Featured: Niels van Roij's Art Is Now Available In The Shop

Niels van Roij’s Art Is Now Available In The Shop

By Alex Sobran
March 10, 2017

Niels van Roij’s work has previously been featured on Petrolicious in the form of his beautifully assembled book on Fiat’s Dino Coupé, and we are now pleased to add a selection of his original artwork to our shop as well. Niels’ pieces include treatments of oddballs like the Ferrari 412, a unique presentation of the raw aggression inherent in the 365 Daytona, a careful study of Porsche’s 356, and other inspired takes on such timeless modern classics as the Porsche 928 and Ferrari 288 GTO.

These cars have graced many canvases, have been rendered countless times with modern software, and have surely been drawn by kids and adults alike since the day of their debut, so we wanted to get Niels’ take on how he landed on the daunting task of doing artistic justice to these iconic cars in a fresh way.

Upon seeing his collection, it’s immediately apparent that there’s no cut-and-paste business going on here: each piece has a unique look and feel to it that complements the subject matter. The process is different for each new project, and Niels describes his approach to the selection of cars as being one of natural affinity. None of his choices are done so with regard to popularity, price points, trends, none of that. What matters is how he connects to the car; it has to be something that has the right character. And when he lands on a car to render in Wacom, the platform of choice for car designers like Niels, the essence of the vehicle informs his treatment. For instance, the 356 is formed by soft lines and long sweeping radii, so appropriately, Niels’ piece is done in a very dream-like, very soft style that pays tribute to the original design of the car.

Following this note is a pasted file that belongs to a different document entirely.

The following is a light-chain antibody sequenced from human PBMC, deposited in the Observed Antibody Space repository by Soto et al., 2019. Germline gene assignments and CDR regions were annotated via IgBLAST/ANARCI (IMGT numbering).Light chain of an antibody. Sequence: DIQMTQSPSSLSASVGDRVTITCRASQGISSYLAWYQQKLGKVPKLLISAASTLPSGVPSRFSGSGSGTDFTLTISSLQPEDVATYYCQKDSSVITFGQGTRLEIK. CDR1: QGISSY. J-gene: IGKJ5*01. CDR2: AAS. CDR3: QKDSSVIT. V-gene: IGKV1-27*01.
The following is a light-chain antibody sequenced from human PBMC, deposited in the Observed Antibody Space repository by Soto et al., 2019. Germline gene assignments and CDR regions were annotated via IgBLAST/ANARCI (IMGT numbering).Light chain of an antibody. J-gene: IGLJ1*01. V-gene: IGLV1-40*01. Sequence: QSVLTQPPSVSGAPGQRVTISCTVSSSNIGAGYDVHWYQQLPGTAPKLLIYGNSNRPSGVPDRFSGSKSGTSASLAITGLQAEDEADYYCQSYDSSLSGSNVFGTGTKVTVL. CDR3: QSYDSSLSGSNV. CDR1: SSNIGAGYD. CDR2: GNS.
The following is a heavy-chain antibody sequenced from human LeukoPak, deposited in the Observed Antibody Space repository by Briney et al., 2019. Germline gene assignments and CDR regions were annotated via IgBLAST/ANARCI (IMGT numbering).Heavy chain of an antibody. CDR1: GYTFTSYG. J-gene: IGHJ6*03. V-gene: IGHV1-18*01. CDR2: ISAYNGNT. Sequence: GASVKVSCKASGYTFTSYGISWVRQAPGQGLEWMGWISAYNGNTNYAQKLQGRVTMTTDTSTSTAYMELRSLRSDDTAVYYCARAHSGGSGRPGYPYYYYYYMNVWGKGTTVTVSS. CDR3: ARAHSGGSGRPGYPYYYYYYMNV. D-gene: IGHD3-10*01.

There’s a similar story for all of the pieces he does, with another example of this design ideology seen in the unique, multi-piece Ferrari Daytona offering. He asks first, “What is the true nature of this car? What gives it its identity?” And for the Daytona, this meant stripping away the pieces of the car that while beautiful in their right, aren’t necessary in identifying it. So, emphasis is placed on the aspects which make the Daytona, the Daytona. The result is a bunch of different physical pieces that once hung together achieve unity and coherence.

Niels has been drawing cars since toddling age, and now he is an independent car designer with his own studio in London, so clearly this is somebody who’s a true car enthusiast in it for the long haul. If you’d like to hear from the man himself his thoughts on design, check out this video where he explains his work, the thought processes behind it, and what good design means to him.


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